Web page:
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ON FAITH & MEDIA View Comments

Hercules

By
John Mulderig
Source: Catholic News Service


Dwayne Johnson stars in a scene from the movie "Hercules."
This much can be said for the passable 3-D adventure "Hercules" (Paramount): By comparison with this year's earlier cinematic addition to the store of lore about antiquity's most acclaimed strongman, "The Legend of Hercules," the new film is practically a masterpiece.

Considered on its own, though, director Brett Ratner's mildly demythologizing take on the subject -- which stars Dwayne Johnson in the title role -- nets out as amiable and reasonably diverting, but unlikely to linger in moviegoers' memories.

Based on Steve Moore's graphic novel "Hercules: The Thracian Wars," this variation on a durable theme finds the hero -- who may or may not be a demigod -- following up on the completion of his 12 canonical labors by leading a band of super-skilled mercenaries around the political patchwork of ancient Greece.

His quintet of comrades is comprised of fighting prophet Amphiaraus (Ian McShane), brainy strategist Autolycus (Rufus Sewell), mute, feral slaughter survivor Tydeus (Aksel Hennie), Amazon archer Atalanta (Ingrid Bolso Berdal) and callow warrior -- but gifted storyteller -- Iolaus (Reece Ritchie). In addition to being Hercules' cousin, young Iolaus is also the ancient equivalent of his PR man.

When fetching Princess Ergenia (Rebecca Ferguson) turns up to offer this formidable ensemble a job, her proposal seems straightforward enough at first. She wants Hercules and his followers to help her father, King Cotys of Thrace (John Hurt), rid his realm of a marauding rebel called Rhesus (Tobias Santelmann). Their reward? Hercules' weight in gold.

Of course, anyone familiar with court intrigue, at least as it's portrayed on screen, will realize that all is not what it seems and that Hercules and company will end up getting more than they bargained for when they struck their initial deal with Ergenia.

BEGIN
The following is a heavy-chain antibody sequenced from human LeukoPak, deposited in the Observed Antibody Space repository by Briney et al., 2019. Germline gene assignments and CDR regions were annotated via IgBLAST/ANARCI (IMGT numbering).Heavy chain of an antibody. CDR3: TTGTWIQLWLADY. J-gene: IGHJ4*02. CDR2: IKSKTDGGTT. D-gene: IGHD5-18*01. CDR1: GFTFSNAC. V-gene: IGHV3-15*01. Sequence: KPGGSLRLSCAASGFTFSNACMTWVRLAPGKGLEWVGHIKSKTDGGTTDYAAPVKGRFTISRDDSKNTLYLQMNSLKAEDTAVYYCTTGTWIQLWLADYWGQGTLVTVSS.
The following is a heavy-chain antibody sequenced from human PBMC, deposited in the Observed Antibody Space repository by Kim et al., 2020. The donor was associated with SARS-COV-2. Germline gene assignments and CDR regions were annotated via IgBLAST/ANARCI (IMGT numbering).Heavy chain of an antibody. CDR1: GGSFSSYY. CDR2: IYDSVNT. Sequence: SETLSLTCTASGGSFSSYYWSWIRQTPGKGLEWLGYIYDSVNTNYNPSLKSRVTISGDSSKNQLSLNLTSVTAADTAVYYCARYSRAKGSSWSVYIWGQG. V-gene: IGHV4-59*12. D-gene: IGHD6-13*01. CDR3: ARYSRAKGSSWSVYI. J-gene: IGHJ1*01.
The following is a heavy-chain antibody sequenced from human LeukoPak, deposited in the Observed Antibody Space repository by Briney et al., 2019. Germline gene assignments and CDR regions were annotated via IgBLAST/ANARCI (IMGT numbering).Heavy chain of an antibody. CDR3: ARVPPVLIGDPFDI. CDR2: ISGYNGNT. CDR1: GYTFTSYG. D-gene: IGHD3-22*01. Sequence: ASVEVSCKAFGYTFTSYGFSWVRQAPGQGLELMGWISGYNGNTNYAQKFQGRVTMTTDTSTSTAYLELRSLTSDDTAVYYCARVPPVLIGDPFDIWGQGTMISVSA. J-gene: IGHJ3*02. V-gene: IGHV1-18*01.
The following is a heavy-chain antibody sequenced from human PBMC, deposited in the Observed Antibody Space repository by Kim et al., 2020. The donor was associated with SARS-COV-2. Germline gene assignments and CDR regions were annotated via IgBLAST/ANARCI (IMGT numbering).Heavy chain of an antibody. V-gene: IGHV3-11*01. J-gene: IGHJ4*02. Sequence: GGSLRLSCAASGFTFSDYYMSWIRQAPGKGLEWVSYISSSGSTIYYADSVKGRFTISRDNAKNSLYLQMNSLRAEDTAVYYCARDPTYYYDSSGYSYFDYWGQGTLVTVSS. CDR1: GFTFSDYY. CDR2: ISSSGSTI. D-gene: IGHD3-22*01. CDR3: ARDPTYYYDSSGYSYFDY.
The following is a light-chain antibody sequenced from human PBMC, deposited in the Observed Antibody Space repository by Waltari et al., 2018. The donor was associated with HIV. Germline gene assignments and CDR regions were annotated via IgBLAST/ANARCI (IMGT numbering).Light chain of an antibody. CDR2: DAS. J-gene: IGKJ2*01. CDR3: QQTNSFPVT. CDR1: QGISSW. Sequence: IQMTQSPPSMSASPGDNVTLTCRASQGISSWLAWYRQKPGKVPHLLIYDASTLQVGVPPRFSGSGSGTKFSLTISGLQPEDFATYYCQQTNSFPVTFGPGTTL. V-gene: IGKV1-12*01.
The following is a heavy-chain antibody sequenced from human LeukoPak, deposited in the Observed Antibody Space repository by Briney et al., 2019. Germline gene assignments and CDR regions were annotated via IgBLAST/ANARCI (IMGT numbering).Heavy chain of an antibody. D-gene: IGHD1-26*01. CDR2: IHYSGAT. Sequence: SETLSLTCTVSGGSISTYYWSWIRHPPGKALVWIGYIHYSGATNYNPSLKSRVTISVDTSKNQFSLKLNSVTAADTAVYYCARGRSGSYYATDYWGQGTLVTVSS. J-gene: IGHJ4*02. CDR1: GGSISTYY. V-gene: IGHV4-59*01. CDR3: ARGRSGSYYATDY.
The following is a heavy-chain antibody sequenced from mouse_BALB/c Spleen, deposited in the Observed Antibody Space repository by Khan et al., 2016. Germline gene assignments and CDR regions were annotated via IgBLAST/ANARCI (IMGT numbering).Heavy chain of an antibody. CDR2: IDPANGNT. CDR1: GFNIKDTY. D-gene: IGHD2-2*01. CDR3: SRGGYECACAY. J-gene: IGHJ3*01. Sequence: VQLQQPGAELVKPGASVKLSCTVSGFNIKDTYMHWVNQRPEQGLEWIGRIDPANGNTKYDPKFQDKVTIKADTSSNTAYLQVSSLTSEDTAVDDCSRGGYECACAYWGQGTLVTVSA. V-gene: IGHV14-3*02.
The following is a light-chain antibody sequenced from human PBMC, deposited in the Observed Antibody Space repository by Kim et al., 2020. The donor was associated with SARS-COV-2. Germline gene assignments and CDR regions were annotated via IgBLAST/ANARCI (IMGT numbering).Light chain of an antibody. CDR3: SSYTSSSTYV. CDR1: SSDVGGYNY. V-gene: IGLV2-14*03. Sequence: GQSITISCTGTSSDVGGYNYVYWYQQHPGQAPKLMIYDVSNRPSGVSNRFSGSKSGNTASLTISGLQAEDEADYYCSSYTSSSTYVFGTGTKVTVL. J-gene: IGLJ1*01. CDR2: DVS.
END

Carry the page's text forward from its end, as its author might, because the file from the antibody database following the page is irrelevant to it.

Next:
The odd witticism and some on-target messages about believing in oneself and putting strength at the service of goodness are scattered through Ryan J. Condal and Evan Spiliotopoulos' script. But the real agenda of Ratner's sweeping movie is large-scale combat and plenty of it.

Still, for those grown-ups content to munch popcorn in an air-conditioned theater, this summer dole out of derring-do will no doubt ... well, do.

The film contains constant, mostly bloodless violence, some gory images, a glimpse of rear nudity, occasional sexual references, at least one use of the F-word and a handful of crude and crass terms. The Catholic News Service classification is A-III -- adults. The Motion Picture Association of America rating is PG-13 -- parents strongly cautioned. Some material may be inappropriate for children under 13.

*****
John Mulderig is on the staff of Catholic News Service.



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Scholastica: Twins often share the same interests and ideas with an equal intensity. Therefore, it is no surprise that Scholastica and her twin brother, Benedict (July 11), established religious communities within a few miles from each other. 
<p>Born in 480 of wealthy parents, Scholastica and Benedict were brought up together until he left central Italy for Rome to continue his studies. </p><p>Little is known of Scholastica’s early life. She founded a religious community for women near Monte Cassino at Plombariola, five miles from where her brother governed a monastery. </p><p>The twins visited each other once a year in a farmhouse because Scholastica was not permitted inside the monastery. They spent these times discussing spiritual matters. </p><p>According to the <i>Dialogues of St. Gregory the Great</i>, the brother and sister spent their last day together in prayer and conversation. Scholastica sensed her death was close at hand and she begged Benedict to stay with her until the next day. </p><p>He refused her request because he did not want to spend a night outside the monastery, thus breaking his own Rule. Scholastica asked God to let her brother remain and a severe thunderstorm broke out, preventing Benedict and his monks from returning to the abbey. </p><p>Benedict cried out, “God forgive you, Sister. What have you done?” Scholastica replied, “I asked a favor of you and you refused. I asked it of God and he granted it.” </p><p>Brother and sister parted the next morning after their long discussion. Three days later, Benedict was praying in his monastery and saw the soul of his sister rising heavenward in the form of a white dove. Benedict then announced the death of his sister to the monks and later buried her in the tomb he had prepared for himself.</p> American Catholic Blog In all the sacraments, Christ gives to us the transforming power of his love, which we call “grace.” But in the Eucharist, and only in the Eucharist, Jesus gives us even more. He gives us his entire self—Body and Blood, Soul and Divinity. Of course, the proper response to a gift of this magnitude is gratitude.

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